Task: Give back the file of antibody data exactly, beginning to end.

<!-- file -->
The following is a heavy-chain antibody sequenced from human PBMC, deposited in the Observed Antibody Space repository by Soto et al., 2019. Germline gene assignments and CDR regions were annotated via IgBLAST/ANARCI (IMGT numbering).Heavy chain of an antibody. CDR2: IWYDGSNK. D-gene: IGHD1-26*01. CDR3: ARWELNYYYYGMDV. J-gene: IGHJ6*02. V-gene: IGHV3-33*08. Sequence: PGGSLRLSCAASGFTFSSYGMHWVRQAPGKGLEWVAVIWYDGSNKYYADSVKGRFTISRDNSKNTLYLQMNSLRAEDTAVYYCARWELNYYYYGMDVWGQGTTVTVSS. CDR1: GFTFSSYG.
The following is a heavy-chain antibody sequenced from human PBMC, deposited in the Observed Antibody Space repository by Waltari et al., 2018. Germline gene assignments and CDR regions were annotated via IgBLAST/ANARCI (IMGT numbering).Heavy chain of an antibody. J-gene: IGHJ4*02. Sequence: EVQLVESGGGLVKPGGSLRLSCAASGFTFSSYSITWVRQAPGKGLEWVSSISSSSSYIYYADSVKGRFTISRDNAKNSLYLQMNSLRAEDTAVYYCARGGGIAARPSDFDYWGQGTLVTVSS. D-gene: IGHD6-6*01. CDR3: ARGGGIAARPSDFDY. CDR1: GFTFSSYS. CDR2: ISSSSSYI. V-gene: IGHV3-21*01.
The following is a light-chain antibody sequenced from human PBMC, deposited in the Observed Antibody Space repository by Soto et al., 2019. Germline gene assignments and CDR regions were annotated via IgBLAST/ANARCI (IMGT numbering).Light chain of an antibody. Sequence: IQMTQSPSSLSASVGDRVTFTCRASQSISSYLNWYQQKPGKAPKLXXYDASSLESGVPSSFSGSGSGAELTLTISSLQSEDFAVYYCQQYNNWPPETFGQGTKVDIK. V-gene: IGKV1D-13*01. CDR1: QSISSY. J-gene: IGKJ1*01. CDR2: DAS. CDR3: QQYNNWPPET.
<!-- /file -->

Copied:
The following is a heavy-chain antibody sequenced from human PBMC, deposited in the Observed Antibody Space repository by Soto et al., 2019. Germline gene assignments and CDR regions were annotated via IgBLAST/ANARCI (IMGT numbering).Heavy chain of an antibody. CDR2: IWYDGSNK. D-gene: IGHD1-26*01. CDR3: ARWELNYYYYGMDV. J-gene: IGHJ6*02. V-gene: IGHV3-33*08. Sequence: PGGSLRLSCAASGFTFSSYGMHWVRQAPGKGLEWVAVIWYDGSNKYYADSVKGRFTISRDNSKNTLYLQMNSLRAEDTAVYYCARWELNYYYYGMDVWGQGTTVTVSS. CDR1: GFTFSSYG.
The following is a heavy-chain antibody sequenced from human PBMC, deposited in the Observed Antibody Space repository by Waltari et al., 2018. Germline gene assignments and CDR regions were annotated via IgBLAST/ANARCI (IMGT numbering).Heavy chain of an antibody. J-gene: IGHJ4*02. Sequence: EVQLVESGGGLVKPGGSLRLSCAASGFTFSSYSITWVRQAPGKGLEWVSSISSSSSYIYYADSVKGRFTISRDNAKNSLYLQMNSLRAEDTAVYYCARGGGIAARPSDFDYWGQGTLVTVSS. D-gene: IGHD6-6*01. CDR3: ARGGGIAARPSDFDY. CDR1: GFTFSSYS. CDR2: ISSSSSYI. V-gene: IGHV3-21*01.
The following is a light-chain antibody sequenced from human PBMC, deposited in the Observed Antibody Space repository by Soto et al., 2019. Germline gene assignments and CDR regions were annotated via IgBLAST/ANARCI (IMGT numbering).Light chain of an antibody. Sequence: IQMTQSPSSLSASVGDRVTFTCRASQSISSYLNWYQQKPGKAPKLXXYDASSLESGVPSSFSGSGSGAELTLTISSLQSEDFAVYYCQQYNNWPPETFGQGTKVDIK. V-gene: IGKV1D-13*01. CDR1: QSISSY. J-gene: IGKJ1*01. CDR2: DAS. CDR3: QQYNNWPPET.